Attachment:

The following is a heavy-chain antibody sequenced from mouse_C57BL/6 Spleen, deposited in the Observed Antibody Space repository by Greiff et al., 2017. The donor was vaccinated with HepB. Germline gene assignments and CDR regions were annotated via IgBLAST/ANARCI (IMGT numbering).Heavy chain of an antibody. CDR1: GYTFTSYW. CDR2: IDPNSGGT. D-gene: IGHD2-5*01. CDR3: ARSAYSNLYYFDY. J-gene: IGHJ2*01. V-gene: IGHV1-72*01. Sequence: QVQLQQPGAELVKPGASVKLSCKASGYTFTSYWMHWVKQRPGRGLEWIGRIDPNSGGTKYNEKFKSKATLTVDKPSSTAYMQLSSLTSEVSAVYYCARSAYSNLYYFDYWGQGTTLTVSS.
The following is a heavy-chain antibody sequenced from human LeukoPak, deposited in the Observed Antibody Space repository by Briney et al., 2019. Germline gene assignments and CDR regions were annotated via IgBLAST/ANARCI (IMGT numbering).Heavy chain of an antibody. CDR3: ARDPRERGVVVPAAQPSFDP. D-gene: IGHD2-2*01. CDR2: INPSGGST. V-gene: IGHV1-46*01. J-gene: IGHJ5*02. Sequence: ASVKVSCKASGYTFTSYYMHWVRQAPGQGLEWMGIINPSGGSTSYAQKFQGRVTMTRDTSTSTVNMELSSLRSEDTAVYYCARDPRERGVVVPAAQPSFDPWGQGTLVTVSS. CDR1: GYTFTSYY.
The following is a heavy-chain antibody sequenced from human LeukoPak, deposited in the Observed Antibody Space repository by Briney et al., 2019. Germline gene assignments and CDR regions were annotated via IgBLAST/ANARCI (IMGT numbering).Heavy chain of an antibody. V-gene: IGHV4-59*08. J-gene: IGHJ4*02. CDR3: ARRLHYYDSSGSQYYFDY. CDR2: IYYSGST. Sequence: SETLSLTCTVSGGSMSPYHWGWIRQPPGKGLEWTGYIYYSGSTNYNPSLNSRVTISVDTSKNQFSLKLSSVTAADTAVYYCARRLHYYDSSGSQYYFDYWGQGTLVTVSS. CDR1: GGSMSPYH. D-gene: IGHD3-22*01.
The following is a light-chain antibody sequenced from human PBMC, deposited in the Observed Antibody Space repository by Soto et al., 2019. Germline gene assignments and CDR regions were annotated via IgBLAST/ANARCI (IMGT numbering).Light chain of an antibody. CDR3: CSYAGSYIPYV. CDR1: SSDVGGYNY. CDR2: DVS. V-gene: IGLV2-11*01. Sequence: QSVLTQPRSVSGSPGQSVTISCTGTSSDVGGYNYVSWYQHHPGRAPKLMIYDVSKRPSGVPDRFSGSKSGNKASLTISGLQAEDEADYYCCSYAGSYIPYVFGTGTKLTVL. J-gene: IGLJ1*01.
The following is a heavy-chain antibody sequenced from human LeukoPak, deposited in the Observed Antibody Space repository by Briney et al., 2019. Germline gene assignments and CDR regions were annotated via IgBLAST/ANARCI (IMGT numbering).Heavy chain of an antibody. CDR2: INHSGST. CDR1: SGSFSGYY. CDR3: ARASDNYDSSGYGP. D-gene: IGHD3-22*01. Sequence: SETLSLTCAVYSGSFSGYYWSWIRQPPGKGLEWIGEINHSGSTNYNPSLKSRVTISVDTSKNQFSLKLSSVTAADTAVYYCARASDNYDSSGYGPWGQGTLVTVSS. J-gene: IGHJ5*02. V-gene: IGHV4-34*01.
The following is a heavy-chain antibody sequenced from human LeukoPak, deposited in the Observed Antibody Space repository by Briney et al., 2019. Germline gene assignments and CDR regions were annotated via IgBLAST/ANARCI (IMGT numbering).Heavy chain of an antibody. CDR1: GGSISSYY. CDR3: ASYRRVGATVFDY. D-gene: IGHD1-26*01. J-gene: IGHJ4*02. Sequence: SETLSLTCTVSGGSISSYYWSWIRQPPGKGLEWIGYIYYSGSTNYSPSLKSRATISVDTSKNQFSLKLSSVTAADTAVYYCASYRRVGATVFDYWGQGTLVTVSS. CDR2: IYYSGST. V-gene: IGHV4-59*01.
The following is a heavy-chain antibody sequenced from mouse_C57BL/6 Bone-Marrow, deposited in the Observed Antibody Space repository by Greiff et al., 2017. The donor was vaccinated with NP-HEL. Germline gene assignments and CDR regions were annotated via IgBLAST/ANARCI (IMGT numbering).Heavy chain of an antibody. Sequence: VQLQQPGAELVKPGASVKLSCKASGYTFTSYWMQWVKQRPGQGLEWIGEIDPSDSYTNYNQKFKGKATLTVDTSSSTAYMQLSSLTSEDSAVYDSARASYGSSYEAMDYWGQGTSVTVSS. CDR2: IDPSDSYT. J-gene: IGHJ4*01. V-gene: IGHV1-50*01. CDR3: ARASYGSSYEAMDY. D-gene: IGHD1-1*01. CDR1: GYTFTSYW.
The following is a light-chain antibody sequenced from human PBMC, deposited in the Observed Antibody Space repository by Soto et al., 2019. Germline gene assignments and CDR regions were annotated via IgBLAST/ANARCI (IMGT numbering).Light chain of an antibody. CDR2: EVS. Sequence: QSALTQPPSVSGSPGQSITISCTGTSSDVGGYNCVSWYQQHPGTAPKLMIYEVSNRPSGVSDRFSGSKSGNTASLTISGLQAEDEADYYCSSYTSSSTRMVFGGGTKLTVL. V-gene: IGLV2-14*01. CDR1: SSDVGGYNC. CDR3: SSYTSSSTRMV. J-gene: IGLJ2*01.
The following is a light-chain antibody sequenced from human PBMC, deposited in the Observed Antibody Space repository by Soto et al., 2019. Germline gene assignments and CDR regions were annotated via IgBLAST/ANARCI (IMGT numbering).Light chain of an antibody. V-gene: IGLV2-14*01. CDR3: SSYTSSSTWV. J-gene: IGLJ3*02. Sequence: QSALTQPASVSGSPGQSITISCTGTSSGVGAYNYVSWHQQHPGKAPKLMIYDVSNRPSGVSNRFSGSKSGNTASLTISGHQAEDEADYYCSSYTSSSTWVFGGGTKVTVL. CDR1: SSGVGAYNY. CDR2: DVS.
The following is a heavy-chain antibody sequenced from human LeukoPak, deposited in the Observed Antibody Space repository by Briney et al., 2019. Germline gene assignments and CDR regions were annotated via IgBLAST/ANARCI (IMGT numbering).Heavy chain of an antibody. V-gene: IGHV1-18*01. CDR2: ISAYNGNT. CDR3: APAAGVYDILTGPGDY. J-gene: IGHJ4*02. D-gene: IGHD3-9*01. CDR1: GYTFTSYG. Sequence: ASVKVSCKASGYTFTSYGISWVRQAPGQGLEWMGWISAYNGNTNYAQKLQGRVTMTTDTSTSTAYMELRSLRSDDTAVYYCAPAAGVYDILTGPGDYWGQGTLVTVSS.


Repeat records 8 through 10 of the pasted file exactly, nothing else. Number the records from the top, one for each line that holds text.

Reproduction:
The following is a light-chain antibody sequenced from human PBMC, deposited in the Observed Antibody Space repository by Soto et al., 2019. Germline gene assignments and CDR regions were annotated via IgBLAST/ANARCI (IMGT numbering).Light chain of an antibody. CDR2: EVS. Sequence: QSALTQPPSVSGSPGQSITISCTGTSSDVGGYNCVSWYQQHPGTAPKLMIYEVSNRPSGVSDRFSGSKSGNTASLTISGLQAEDEADYYCSSYTSSSTRMVFGGGTKLTVL. V-gene: IGLV2-14*01. CDR1: SSDVGGYNC. CDR3: SSYTSSSTRMV. J-gene: IGLJ2*01.
The following is a light-chain antibody sequenced from human PBMC, deposited in the Observed Antibody Space repository by Soto et al., 2019. Germline gene assignments and CDR regions were annotated via IgBLAST/ANARCI (IMGT numbering).Light chain of an antibody. V-gene: IGLV2-14*01. CDR3: SSYTSSSTWV. J-gene: IGLJ3*02. Sequence: QSALTQPASVSGSPGQSITISCTGTSSGVGAYNYVSWHQQHPGKAPKLMIYDVSNRPSGVSNRFSGSKSGNTASLTISGHQAEDEADYYCSSYTSSSTWVFGGGTKVTVL. CDR1: SSGVGAYNY. CDR2: DVS.
The following is a heavy-chain antibody sequenced from human LeukoPak, deposited in the Observed Antibody Space repository by Briney et al., 2019. Germline gene assignments and CDR regions were annotated via IgBLAST/ANARCI (IMGT numbering).Heavy chain of an antibody. V-gene: IGHV1-18*01. CDR2: ISAYNGNT. CDR3: APAAGVYDILTGPGDY. J-gene: IGHJ4*02. D-gene: IGHD3-9*01. CDR1: GYTFTSYG. Sequence: ASVKVSCKASGYTFTSYGISWVRQAPGQGLEWMGWISAYNGNTNYAQKLQGRVTMTTDTSTSTAYMELRSLRSDDTAVYYCAPAAGVYDILTGPGDYWGQGTLVTVSS.